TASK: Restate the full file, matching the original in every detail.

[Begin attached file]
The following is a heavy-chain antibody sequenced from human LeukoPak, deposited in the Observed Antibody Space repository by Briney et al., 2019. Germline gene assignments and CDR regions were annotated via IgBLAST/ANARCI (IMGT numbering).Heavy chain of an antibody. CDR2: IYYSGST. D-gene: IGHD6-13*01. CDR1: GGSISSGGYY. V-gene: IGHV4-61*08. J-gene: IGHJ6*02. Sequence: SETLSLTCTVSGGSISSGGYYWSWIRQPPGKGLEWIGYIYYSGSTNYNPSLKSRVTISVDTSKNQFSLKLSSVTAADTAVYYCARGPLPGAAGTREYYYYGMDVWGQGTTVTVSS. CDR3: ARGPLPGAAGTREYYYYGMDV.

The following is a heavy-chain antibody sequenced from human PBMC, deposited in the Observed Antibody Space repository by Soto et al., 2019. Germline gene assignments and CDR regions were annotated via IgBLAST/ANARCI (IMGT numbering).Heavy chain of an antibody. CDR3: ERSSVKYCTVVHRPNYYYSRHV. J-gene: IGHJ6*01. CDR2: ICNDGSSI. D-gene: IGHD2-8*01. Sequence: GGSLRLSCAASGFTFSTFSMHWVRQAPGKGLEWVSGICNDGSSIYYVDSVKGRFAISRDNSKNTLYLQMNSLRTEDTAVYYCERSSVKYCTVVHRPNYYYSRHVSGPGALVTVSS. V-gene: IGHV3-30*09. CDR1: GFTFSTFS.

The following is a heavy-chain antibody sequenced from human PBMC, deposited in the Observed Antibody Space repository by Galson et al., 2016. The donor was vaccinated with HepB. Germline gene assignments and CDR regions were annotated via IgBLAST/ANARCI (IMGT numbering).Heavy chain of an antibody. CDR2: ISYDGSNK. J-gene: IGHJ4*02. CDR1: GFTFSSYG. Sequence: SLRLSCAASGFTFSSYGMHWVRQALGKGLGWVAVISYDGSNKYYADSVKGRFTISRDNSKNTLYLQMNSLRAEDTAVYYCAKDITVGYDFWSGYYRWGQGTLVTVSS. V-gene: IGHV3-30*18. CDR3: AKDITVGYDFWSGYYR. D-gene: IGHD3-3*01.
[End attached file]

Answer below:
The following is a heavy-chain antibody sequenced from human LeukoPak, deposited in the Observed Antibody Space repository by Briney et al., 2019. Germline gene assignments and CDR regions were annotated via IgBLAST/ANARCI (IMGT numbering).Heavy chain of an antibody. CDR2: IYYSGST. D-gene: IGHD6-13*01. CDR1: GGSISSGGYY. V-gene: IGHV4-61*08. J-gene: IGHJ6*02. Sequence: SETLSLTCTVSGGSISSGGYYWSWIRQPPGKGLEWIGYIYYSGSTNYNPSLKSRVTISVDTSKNQFSLKLSSVTAADTAVYYCARGPLPGAAGTREYYYYGMDVWGQGTTVTVSS. CDR3: ARGPLPGAAGTREYYYYGMDV.

The following is a heavy-chain antibody sequenced from human PBMC, deposited in the Observed Antibody Space repository by Soto et al., 2019. Germline gene assignments and CDR regions were annotated via IgBLAST/ANARCI (IMGT numbering).Heavy chain of an antibody. CDR3: ERSSVKYCTVVHRPNYYYSRHV. J-gene: IGHJ6*01. CDR2: ICNDGSSI. D-gene: IGHD2-8*01. Sequence: GGSLRLSCAASGFTFSTFSMHWVRQAPGKGLEWVSGICNDGSSIYYVDSVKGRFAISRDNSKNTLYLQMNSLRTEDTAVYYCERSSVKYCTVVHRPNYYYSRHVSGPGALVTVSS. V-gene: IGHV3-30*09. CDR1: GFTFSTFS.

The following is a heavy-chain antibody sequenced from human PBMC, deposited in the Observed Antibody Space repository by Galson et al., 2016. The donor was vaccinated with HepB. Germline gene assignments and CDR regions were annotated via IgBLAST/ANARCI (IMGT numbering).Heavy chain of an antibody. CDR2: ISYDGSNK. J-gene: IGHJ4*02. CDR1: GFTFSSYG. Sequence: SLRLSCAASGFTFSSYGMHWVRQALGKGLGWVAVISYDGSNKYYADSVKGRFTISRDNSKNTLYLQMNSLRAEDTAVYYCAKDITVGYDFWSGYYRWGQGTLVTVSS. V-gene: IGHV3-30*18. CDR3: AKDITVGYDFWSGYYR. D-gene: IGHD3-3*01.